My husband and I went to dinner and a movie on my 30th birthday, which is exactly what I wanted. There in the movie theater bathroom was a group of teenagers glistening in awkwardness, engrossed in a Taylor Swift sized problem:
The movie got out earlier than I thought. My dad is not coming to get us until 10.
My mom can totally give you a ride.
I wish we could have a sleepover.
I made eye contact with the tallest girl in the group while I washed my hands and smiled. She has no idea, but I was her a week ago. Or at least it feels that way. I whispered to my husband during the Pitch Perfect 2 trailer when Rebel Wilson winked at a frat boy and hinted that he would get lucky later, Charlotte is never watching movies like that. Possibly for the crude sexual overtones, but mostly because musical comedies are just a gateway to dance comedies and we all know that those lead to hardcore street drugs.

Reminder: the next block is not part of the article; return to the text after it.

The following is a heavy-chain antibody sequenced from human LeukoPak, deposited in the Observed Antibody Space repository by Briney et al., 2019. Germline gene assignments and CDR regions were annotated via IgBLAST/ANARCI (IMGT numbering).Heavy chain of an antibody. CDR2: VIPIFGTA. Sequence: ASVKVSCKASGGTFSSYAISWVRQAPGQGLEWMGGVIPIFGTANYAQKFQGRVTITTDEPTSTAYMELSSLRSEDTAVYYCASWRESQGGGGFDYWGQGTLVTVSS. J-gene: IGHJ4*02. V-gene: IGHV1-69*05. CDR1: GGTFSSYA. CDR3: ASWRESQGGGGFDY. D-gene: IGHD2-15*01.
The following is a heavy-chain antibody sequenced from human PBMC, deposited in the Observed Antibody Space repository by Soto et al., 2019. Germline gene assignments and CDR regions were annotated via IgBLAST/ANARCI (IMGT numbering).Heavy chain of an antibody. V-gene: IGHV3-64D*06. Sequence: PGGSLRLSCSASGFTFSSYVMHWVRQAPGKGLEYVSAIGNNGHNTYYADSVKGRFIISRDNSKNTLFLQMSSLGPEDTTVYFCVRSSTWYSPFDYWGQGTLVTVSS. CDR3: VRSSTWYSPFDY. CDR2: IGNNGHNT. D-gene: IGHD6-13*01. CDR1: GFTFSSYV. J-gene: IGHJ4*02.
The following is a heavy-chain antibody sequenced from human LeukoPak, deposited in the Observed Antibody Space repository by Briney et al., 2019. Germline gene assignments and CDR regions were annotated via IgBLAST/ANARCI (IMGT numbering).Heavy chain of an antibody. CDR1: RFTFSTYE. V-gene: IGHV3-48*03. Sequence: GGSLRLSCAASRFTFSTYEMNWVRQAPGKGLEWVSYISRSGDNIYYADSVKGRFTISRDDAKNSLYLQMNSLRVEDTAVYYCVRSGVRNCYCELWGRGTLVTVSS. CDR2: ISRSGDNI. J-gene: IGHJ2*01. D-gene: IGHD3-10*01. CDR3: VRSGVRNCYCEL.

I don’t know how I can be raising a child when I still feel like one. Maybe the only way is to always feel young at heart. I’m comfortable with the type of grown up that I am: I only buy chocolate chip cookie dough ice cream and my favorite pair of jeans are jeggings. I tried to find funny ecards about turning 30 but they were all so damn depressing. I’d like to make one that says: Hey, I’m precisely where I want to be at 30, I’m sorry if that makes you uncomfortable. Perhaps with a passive-aggressive smiley face. I’m not mourning the loss of my 20s and I have absolutely no urge to take up knitting or cut bangs. Charlotte’s squeals of delight are much too loud to hear a biological clock ticking. So forget the “Dirty 30” clichés, pre-midlife crisis, and 30 is the new 20 nonsense; I am going to revel in the fact that I’m old enough now to just be happy.